Tag Archives: SNAP

Republicans Declare War on Poor with Attacks on Food and Health

waronthepoorNew Orleans   We’re way across the line now.  The place where we could have just shrugged and said it’s all just politics was many miles ago.  I’m not sure what it is but the Republicans have plain and simply declared war on the poor.  

            It’s not just that they can’t stand them.   It’s gone way past that. They are trying to kill them off now.

When you look at the Simon Legree efforts to take food away from the poor by eviscerating the food stamp or so-called SNAP program, it is impossible to escape this conclusion.   The Administration started the ball rolling with an unconscionable cut of $4 billion over 10 years, even while we’re reeling from the recession still.   The Republicans took that and went 10 times worse by concocting an amendment going to vote now that would take off $40 billion over the same period and push 2 million people off of food assistance.  Their view is “what recession?” it seems.  An individual would be barred from food stamps in their proposal after 90 days if they were between 19 and 50 years old and didn’t have a job.  They could get unemployment, but not food stamps!  What dark place these folks are living in.  It’s these Republican Congressmen who should be unemployed!

 And, if they can’t starve the poor, they want to take away any hope of health care.  Once again Republicans in the House want to see if they can shutdown the government by holding the American people hostage to their quixotic effort to try and defund the Affordable Care Act or Obamacare as they call it.  Reports indicate that 80 of these scalawags have hijacked House Speaker Boehner on this crazy deal where they promise they will not extend the debt ceiling unless ACA is defunded.   We run out of debt in mid-October.  No one thinks this is smart.   It can’t get through the Senate.  What the heck?

            All of this is in the wake of daily reports about the widening gap between the rich and poor.  The average household income of a little more than $51000 is the same now as it was 25 years ago in 1988.  In a place like Manhattan in New York City the income gap is the widest of any county in the country with the bottom 20% of the population averaging less than $10,000 in household income and the top 20% averaging $389,000 with the top 5% hitting about $800,000 for the family.  You wonder why Bill de Blasio won the recent Democratic primary arguing that there are a “tale of two cities” rich and poor.


            When it seems everyone is realizing that the country’s riches have to be spread around, we have one of the major parties staking its reputation and politics on starving Americans and leaving them at death’s door by declaring a war on the poor?  Who will stand with us against this attack?



Changes in Eligibility Standards Made Food Stamps a Winner in Recession

Dallas   There was some good news for citizen wealth during the recession and it can be found in the increased utilization of the food stamp program, which is now called SNAP standing for Supplemental Nutrition Assistance Program.  The raw numbers tell the story. On the eve of the recession in 2007, the government was spending $30 billion or so on food stamps but by the end of 2012, five years later, the allocation had more than doubled to $75 billion.   More importantly in the same period beneficiaries have increased by 70% with almost 50 million people now receiving food stamps.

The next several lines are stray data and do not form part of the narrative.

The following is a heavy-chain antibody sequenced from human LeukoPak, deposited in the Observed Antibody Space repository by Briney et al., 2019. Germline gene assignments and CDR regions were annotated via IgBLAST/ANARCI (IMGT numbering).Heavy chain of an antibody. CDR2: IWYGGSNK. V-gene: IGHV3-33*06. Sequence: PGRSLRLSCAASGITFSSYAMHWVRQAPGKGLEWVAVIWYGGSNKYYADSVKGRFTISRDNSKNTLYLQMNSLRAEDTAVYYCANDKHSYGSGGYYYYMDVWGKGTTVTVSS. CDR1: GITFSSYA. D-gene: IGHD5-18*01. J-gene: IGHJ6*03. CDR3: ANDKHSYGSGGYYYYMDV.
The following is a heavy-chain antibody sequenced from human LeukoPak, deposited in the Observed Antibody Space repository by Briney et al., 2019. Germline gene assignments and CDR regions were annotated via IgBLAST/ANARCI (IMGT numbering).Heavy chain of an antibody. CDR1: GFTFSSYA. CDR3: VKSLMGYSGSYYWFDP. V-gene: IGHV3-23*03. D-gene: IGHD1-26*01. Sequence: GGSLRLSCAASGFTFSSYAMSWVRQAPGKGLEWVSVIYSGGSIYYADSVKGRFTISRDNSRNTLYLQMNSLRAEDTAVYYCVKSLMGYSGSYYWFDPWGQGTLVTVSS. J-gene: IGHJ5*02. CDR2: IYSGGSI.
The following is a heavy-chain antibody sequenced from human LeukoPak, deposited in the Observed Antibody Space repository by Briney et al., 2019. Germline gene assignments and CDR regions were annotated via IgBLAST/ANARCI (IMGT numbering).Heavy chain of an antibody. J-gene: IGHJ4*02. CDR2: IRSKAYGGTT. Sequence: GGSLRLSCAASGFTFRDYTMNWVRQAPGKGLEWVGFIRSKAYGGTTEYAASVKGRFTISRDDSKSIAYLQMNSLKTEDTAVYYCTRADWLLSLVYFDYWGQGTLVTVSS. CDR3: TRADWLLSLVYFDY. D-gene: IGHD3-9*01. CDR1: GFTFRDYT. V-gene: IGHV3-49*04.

Did we get a heart or did we get smart?  It seems like we got smart.  The severity of the recession finally opened the eyes of both bureaucrats and politicians that the eligibility criteria were so difficult that many families were being forced into dire circumstances before they could qualify for food stamps.  A temporary setback caused by job loss or income decreases could force permanent impoverishment before allowing help from SNAP.   Beginning with the Obama Administration’s expanded benefits program during the bailout early in 2008, many states were encouraged to take a closer and kinder look at the impact of their draconian eligibility standards and for a change they did, particularly by relaxing some of the requirements around savings accounts, property ownership, and family income levels with some states going up to 200% of the poverty level.  The result was that 43 states and US territories opened up their standards so that more people would not be hungry while they weathered the recession.  The USDA which administers the program, partially because of the huge benefits to the American agricultural sector and not just the poor, notes correctly that this is the way SNAP was supposed to work by expanding to extend more benefits as poverty levels increased.

Food stamps are still no princely sum.  The average benefit paid last year was $133 per person or about $4 per day, but that makes a big difference when the question is eating or not eating, eating right or eating wrong, and looking for work or going to bed hungry.

Even as the recession begins to ease, let’s hope that we have learned something from all of  this over the last 5 or 6 years, and we never turn back the food stamp clock and force people to become destitute and starving before they can get assistance.

SNAP Benefits on Audio